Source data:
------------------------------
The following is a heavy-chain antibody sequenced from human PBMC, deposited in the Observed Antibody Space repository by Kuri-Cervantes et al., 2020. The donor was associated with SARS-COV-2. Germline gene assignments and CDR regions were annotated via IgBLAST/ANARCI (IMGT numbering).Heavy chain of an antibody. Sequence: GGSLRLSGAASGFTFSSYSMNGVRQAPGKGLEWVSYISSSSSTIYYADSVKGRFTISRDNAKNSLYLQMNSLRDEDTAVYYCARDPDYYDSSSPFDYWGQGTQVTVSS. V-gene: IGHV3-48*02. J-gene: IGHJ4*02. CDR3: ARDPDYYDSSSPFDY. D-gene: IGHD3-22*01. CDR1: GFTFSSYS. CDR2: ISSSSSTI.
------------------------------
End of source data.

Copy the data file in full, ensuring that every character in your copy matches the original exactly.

The following is a heavy-chain antibody sequenced from human PBMC, deposited in the Observed Antibody Space repository by Kuri-Cervantes et al., 2020. The donor was associated with SARS-COV-2. Germline gene assignments and CDR regions were annotated via IgBLAST/ANARCI (IMGT numbering).Heavy chain of an antibody. Sequence: GGSLRLSGAASGFTFSSYSMNGVRQAPGKGLEWVSYISSSSSTIYYADSVKGRFTISRDNAKNSLYLQMNSLRDEDTAVYYCARDPDYYDSSSPFDYWGQGTQVTVSS. V-gene: IGHV3-48*02. J-gene: IGHJ4*02. CDR3: ARDPDYYDSSSPFDY. D-gene: IGHD3-22*01. CDR1: GFTFSSYS. CDR2: ISSSSSTI.